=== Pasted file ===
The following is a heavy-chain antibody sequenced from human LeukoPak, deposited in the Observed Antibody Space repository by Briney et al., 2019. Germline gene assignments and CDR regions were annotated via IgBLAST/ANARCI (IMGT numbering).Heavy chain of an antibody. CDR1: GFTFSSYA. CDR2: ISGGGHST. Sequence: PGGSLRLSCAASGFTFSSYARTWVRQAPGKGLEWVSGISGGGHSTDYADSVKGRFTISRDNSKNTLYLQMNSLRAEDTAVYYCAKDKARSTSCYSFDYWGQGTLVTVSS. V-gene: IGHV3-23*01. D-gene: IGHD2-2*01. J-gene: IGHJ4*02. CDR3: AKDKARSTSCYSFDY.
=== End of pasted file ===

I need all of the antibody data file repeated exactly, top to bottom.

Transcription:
The following is a heavy-chain antibody sequenced from human LeukoPak, deposited in the Observed Antibody Space repository by Briney et al., 2019. Germline gene assignments and CDR regions were annotated via IgBLAST/ANARCI (IMGT numbering).Heavy chain of an antibody. CDR1: GFTFSSYA. CDR2: ISGGGHST. Sequence: PGGSLRLSCAASGFTFSSYARTWVRQAPGKGLEWVSGISGGGHSTDYADSVKGRFTISRDNSKNTLYLQMNSLRAEDTAVYYCAKDKARSTSCYSFDYWGQGTLVTVSS. V-gene: IGHV3-23*01. D-gene: IGHD2-2*01. J-gene: IGHJ4*02. CDR3: AKDKARSTSCYSFDY.